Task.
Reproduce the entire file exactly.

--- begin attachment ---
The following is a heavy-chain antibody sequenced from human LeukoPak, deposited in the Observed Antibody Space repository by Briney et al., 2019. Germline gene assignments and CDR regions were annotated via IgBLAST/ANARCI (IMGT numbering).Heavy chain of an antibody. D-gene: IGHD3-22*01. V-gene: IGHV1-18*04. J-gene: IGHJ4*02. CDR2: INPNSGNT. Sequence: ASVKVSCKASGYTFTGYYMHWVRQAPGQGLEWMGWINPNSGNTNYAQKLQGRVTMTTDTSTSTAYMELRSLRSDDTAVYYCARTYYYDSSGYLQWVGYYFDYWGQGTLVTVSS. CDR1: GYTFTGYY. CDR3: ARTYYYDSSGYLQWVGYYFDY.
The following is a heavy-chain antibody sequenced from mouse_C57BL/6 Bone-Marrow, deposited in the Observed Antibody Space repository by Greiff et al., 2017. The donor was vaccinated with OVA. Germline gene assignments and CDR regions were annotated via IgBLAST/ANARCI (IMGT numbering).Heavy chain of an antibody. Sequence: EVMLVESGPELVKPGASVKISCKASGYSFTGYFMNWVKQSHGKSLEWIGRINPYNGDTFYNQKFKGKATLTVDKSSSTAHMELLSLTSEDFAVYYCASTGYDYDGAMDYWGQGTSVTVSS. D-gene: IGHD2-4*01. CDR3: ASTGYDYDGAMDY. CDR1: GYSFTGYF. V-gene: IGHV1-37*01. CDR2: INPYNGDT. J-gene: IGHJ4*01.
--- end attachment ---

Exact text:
The following is a heavy-chain antibody sequenced from human LeukoPak, deposited in the Observed Antibody Space repository by Briney et al., 2019. Germline gene assignments and CDR regions were annotated via IgBLAST/ANARCI (IMGT numbering).Heavy chain of an antibody. D-gene: IGHD3-22*01. V-gene: IGHV1-18*04. J-gene: IGHJ4*02. CDR2: INPNSGNT. Sequence: ASVKVSCKASGYTFTGYYMHWVRQAPGQGLEWMGWINPNSGNTNYAQKLQGRVTMTTDTSTSTAYMELRSLRSDDTAVYYCARTYYYDSSGYLQWVGYYFDYWGQGTLVTVSS. CDR1: GYTFTGYY. CDR3: ARTYYYDSSGYLQWVGYYFDY.
The following is a heavy-chain antibody sequenced from mouse_C57BL/6 Bone-Marrow, deposited in the Observed Antibody Space repository by Greiff et al., 2017. The donor was vaccinated with OVA. Germline gene assignments and CDR regions were annotated via IgBLAST/ANARCI (IMGT numbering).Heavy chain of an antibody. Sequence: EVMLVESGPELVKPGASVKISCKASGYSFTGYFMNWVKQSHGKSLEWIGRINPYNGDTFYNQKFKGKATLTVDKSSSTAHMELLSLTSEDFAVYYCASTGYDYDGAMDYWGQGTSVTVSS. D-gene: IGHD2-4*01. CDR3: ASTGYDYDGAMDY. CDR1: GYSFTGYF. V-gene: IGHV1-37*01. CDR2: INPYNGDT. J-gene: IGHJ4*01.